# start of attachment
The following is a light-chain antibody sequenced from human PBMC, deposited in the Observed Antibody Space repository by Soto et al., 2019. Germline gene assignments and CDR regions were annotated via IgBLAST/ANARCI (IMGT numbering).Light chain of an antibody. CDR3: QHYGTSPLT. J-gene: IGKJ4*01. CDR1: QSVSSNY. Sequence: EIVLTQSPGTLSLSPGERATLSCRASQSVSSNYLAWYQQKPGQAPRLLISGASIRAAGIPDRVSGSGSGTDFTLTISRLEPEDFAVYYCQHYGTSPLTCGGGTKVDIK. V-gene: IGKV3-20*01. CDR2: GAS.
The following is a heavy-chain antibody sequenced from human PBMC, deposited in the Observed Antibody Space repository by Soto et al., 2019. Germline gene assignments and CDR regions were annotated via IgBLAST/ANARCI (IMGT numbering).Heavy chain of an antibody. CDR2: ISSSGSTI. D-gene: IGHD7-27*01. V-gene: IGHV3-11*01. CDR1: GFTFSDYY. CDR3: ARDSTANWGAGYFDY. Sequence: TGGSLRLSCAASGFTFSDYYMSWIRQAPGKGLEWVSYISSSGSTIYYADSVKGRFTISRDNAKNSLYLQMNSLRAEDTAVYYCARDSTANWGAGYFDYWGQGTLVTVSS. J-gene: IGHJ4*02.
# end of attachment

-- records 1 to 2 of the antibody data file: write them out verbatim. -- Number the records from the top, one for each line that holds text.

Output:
The following is a light-chain antibody sequenced from human PBMC, deposited in the Observed Antibody Space repository by Soto et al., 2019. Germline gene assignments and CDR regions were annotated via IgBLAST/ANARCI (IMGT numbering).Light chain of an antibody. CDR3: QHYGTSPLT. J-gene: IGKJ4*01. CDR1: QSVSSNY. Sequence: EIVLTQSPGTLSLSPGERATLSCRASQSVSSNYLAWYQQKPGQAPRLLISGASIRAAGIPDRVSGSGSGTDFTLTISRLEPEDFAVYYCQHYGTSPLTCGGGTKVDIK. V-gene: IGKV3-20*01. CDR2: GAS.
The following is a heavy-chain antibody sequenced from human PBMC, deposited in the Observed Antibody Space repository by Soto et al., 2019. Germline gene assignments and CDR regions were annotated via IgBLAST/ANARCI (IMGT numbering).Heavy chain of an antibody. CDR2: ISSSGSTI. D-gene: IGHD7-27*01. V-gene: IGHV3-11*01. CDR1: GFTFSDYY. CDR3: ARDSTANWGAGYFDY. Sequence: TGGSLRLSCAASGFTFSDYYMSWIRQAPGKGLEWVSYISSSGSTIYYADSVKGRFTISRDNAKNSLYLQMNSLRAEDTAVYYCARDSTANWGAGYFDYWGQGTLVTVSS. J-gene: IGHJ4*02.